MELBOURNE (Reuters) - Jarryd Hayne thanked God in his first tweet after learning that he had made the final roster for the San Francisco 49ers, bringing him within tantalizing reach of his NFL dream.
As a 27-year-old rugby league player with no prior experience of American football, the Australian’s mission to defy the soul-crushing odds would truly seem touched by the divine.
“Crazy,” was his astonished manager’s response last year when Hayne spoke of walking away from a wildly successful career in Australia’s National Rugby League competition.
His manager’s skepticism was shared by many in the sports-mad nation where Hayne tearfully announced in October he would leave home-town Sydney and his long-time club, the Parramatta Eels, to pursue an improbable American dream.
Few Australians follow NFL closely, but plenty are aware of the glitz of the Super Bowl, the eye-popping player salaries and the cut-throat nature of American sports.
A big fish in his small home pond, Hayne would head to the United States a bottom-feeder, though one endowed with extraordinary talent and a fierce determination.
Less than two percent of the 70,000 players at American colleges can hope for a professional career but like a typical California dreamer, Hayne felt he had nothing to lose.
“I didn’t feel like (my career) was challenging me to the point where I’ll now be challenged,” he said before jetting off.
The son of a Fiji rugby league international, Hayne was born with football in his veins but his effortless rise into the NRL elite sprang from a childhood of adversity.
He was raised in government housing in Sydney’s working class west by a single mother who grafted hard to help her son build a career in the top-flight.
A high school drop-out, Hayne had a stunning debut season as an 18-year-old NRL rookie in 2006 but literally dodged a bullet two years later.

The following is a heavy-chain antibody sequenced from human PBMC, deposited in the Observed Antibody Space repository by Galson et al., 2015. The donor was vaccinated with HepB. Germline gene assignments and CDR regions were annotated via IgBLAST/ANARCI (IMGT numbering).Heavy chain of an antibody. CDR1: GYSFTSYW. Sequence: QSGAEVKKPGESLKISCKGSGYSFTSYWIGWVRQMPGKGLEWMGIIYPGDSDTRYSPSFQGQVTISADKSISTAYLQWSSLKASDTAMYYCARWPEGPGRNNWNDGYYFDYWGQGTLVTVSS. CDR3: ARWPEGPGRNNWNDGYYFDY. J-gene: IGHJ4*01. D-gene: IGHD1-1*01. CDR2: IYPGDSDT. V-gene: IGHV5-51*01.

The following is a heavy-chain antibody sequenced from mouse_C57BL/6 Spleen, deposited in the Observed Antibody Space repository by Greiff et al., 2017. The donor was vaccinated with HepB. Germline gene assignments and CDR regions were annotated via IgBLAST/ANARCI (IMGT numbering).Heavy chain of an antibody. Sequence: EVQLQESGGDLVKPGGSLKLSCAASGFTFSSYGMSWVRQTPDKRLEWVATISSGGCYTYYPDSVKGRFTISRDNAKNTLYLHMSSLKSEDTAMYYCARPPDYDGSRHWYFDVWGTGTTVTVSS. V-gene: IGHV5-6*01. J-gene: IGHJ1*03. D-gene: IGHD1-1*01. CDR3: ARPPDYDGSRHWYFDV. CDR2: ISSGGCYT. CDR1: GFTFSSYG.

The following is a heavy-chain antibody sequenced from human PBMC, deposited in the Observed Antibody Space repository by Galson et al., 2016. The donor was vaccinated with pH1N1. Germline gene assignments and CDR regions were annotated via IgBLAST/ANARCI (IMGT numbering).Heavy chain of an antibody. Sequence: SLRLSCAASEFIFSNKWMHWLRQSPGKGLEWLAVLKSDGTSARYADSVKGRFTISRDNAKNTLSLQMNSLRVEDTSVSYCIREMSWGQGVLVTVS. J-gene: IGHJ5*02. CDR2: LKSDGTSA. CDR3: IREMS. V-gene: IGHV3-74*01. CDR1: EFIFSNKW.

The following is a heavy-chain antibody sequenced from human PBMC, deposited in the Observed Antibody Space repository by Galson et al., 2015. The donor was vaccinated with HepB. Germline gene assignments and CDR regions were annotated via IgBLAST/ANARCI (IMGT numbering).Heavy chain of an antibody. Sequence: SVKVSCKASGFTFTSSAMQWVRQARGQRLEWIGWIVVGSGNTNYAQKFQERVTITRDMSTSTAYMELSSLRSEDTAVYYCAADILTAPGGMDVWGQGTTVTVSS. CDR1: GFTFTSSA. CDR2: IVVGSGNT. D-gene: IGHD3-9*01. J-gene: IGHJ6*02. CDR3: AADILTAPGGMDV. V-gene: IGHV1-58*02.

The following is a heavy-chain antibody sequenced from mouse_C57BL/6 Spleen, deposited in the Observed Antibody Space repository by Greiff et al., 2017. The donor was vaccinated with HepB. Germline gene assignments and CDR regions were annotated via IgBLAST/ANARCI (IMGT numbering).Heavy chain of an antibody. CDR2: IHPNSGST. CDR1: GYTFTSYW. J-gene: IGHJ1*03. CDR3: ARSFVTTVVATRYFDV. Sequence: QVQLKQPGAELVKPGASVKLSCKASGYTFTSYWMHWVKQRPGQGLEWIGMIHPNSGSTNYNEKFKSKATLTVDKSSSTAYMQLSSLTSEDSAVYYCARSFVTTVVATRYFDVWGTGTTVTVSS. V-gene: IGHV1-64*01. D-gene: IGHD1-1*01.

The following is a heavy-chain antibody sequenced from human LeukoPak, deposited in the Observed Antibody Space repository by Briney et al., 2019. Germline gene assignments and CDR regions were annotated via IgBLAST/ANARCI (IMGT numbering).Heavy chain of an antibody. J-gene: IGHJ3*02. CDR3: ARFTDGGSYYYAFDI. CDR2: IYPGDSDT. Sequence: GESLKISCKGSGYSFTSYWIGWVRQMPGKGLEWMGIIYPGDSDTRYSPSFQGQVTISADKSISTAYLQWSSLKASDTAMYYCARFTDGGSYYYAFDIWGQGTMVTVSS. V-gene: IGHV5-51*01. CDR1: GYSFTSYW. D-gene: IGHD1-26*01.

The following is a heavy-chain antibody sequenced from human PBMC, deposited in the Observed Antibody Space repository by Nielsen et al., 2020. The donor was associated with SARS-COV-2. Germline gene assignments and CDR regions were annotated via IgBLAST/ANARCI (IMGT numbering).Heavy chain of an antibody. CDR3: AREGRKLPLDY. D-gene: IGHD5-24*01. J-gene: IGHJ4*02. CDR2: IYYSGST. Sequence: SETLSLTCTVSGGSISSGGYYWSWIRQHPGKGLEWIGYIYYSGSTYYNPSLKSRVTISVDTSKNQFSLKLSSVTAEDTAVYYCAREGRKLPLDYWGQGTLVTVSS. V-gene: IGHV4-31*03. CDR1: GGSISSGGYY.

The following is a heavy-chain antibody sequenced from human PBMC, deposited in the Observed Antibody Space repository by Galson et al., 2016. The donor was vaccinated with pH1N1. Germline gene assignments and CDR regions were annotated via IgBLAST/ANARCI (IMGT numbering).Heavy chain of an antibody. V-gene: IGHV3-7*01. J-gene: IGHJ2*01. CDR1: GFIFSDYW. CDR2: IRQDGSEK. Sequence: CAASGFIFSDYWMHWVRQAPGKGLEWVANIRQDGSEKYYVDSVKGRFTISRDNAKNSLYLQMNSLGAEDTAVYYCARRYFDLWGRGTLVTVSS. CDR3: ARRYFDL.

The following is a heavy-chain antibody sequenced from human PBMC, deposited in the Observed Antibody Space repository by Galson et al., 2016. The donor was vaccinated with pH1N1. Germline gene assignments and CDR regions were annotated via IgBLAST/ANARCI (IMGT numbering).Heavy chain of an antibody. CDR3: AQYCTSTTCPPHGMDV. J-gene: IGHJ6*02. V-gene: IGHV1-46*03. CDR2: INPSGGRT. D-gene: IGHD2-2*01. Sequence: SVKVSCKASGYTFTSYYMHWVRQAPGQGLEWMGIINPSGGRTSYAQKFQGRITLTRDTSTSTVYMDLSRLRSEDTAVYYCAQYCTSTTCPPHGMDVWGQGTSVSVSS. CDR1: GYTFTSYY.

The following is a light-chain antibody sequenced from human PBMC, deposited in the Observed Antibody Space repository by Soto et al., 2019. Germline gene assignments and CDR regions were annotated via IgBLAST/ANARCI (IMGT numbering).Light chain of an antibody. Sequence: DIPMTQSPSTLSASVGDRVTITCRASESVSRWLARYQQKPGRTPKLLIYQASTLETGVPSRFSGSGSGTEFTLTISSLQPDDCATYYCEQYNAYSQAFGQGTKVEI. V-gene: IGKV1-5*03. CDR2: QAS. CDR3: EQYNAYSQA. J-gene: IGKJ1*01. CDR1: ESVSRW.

Out drinking with team mates, Hayne was caught up in a drive-by shooting in Sydney’s notorious Kings Cross nightclub district.
Shaken by the incident, Hayne became a devout Christian after a visit to his father’s homeland Fiji and won the NRL’s ‘Dally M’ medal as the competition’s most valuable player the following year.
An explosive fullback whose raised-arm celebrations after scoring became known as the ‘Hayne Plane’, he secured a second Dally M medal in 2014.
The idea of further success in the parochial league left him cold, however.
After taking some low-profile training sessions with local American football players, Hayne dropped his NFL bombshell in October, reasoning that his prowess as a fullback in rugby league might lend itself to a new career as a running back.
Meeting the 49ers’ Jim Tomsula would prove a pivotal moment, with the coach having experience dealing with rugby converts during a past stint in NFL Europe.
“He struck me as a bright guy. He struck me as a fearless guy,” Tomsula told Australian broadcaster Fox Sports on Sunday.
”He walked away from that to try something new. That’s very courageous. It takes a lot of guts but also takes a lot of confidence.
“If you’ve got those two things you can do a lot.”
Hayne impressed scouts at a number of NFL clubs but he signed a three-year contract with the 49ers as an undrafted free agent in March, another milestone on a long journey.
In the end, it took just two pre-season appearances for Hayne to mark himself indelibly as an NFL contender, with his highlights in the 49ers’ number 38 jersey going viral.
The hype raging in his home country began to infect seasoned American pundits.
“For a guy that was a rugby player, I’ll tell you he’s really a football player,” Hall of Fame NFL coach John Madden told American radio.
The 49ers can be assured of a fiercely loyal fan-base from Australia if they name Hayne for his NFL debut against the Minnesota Vikings, and Tomsula relished the attention his unlikely recruit had brought.
“He’s by no means a finished product,” he said. “But the type of person he is and the approach he has taken, he’s the kind of player we want here.”
Editing by Amlan Chakraborty